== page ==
Myths and Legends of China
Page: 57He burnt his house, went away to P’u-shui, in Hupei, and occupied himself in fishing. From there he went on to Chung-t’iao Shan, where he met Fêng Hou and her teacher Hsüan Nü, the Mother of Heaven. In their company he visited the palaces of the stars. One day, when he was attending a banquet at the palace of Wang-mu, Shang Ti gave him as his kingdom the planet Jupiter, and assigned to him as his palace the ancient abode of Mao Mêng, the stellar god reincarnated during the Chou dynasty. He had not yet returned, and had left his palace empty. Shang Ti had cautioned him never to absent himself without his permission.
The Three Musical Brothers
There were three brothers: T’ien Yüan-shuai, the eldest; T’ien Hung-i, the second; and T’ien Chih-piao, the youngest. They were all musicians of unsurpassed talent.
In the K’ai-yüan Period (A.D. 713–42) the Emperor Hsüan Tsung, of the T’ang dynasty, appointed them his music masters. At the sound of their wonderful flute the clouds in the sky stopped in their courses; the harmony of their songs caused the odoriferous la mei flower to open in winter. They excelled also in songs and dances.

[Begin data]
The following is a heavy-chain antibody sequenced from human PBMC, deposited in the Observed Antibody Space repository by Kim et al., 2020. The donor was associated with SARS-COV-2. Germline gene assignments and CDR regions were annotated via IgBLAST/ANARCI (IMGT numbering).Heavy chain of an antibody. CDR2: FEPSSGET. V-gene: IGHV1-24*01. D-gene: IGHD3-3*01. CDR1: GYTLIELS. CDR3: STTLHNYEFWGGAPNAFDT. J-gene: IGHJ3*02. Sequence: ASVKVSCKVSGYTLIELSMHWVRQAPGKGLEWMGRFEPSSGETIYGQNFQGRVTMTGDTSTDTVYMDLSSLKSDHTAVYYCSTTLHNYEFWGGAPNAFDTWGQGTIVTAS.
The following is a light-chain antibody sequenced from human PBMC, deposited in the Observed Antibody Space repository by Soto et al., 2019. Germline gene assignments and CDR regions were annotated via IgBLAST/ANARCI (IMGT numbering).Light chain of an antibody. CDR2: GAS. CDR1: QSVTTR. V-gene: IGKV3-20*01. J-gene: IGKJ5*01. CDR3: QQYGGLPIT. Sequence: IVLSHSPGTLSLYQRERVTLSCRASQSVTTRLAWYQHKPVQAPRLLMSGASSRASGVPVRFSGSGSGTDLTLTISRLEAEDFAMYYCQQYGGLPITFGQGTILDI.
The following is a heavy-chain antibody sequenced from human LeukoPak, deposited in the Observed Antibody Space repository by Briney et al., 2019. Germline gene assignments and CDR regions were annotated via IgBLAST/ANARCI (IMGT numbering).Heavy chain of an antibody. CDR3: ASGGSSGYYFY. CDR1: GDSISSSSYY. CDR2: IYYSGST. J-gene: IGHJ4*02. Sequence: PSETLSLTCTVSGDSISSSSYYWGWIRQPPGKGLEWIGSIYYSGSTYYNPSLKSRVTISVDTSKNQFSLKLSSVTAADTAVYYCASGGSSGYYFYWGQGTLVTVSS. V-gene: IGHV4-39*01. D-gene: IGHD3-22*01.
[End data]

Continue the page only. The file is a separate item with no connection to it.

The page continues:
The Emperor fell sick. He saw in a dream the three brothers accompanying their singing on a mandolin and violin. The harmony of their songs charmed his ear, and on waking he found himself well again. Out of gratitude for this benefit he conferred on each the title of marquis.
The Grand Master of the Taoists was trying to stay the ravages of a pestilence, but he could not conquer the devils which caused it. Under these circumstances he appealed to the three brothers and asked their advice as to what course to adopt. T’ien Yüan-shuai had a large boat built, called ‘Spirit-boat.’ He assembled in it a million spirits, and ordered them to beat drums. On hearing this tumult all the demons of the town came out to listen. T’ien Yüan-shuai, seizing the opportunity, captured them all and, with the help of the Grand Master, expelled them from the town.
The Dragon-boat Festival
This is said to be the origin of the dragon-boats which are to be seen on all the waterways of China on the fifth day of the fifth moon.11 The Festival of the Dragon-boats, held on that day, was instituted in memory of the statesman-poet Ch’ü Yüan (332–296 B.C.), who drowned himself in the Mi-lo River, an affluent of the Tung-t’ing Lake, after having been falsely accused by one of the petty princes of the State. The people, out of pity for the unfortunate courtier, sent out these boats in search of his body.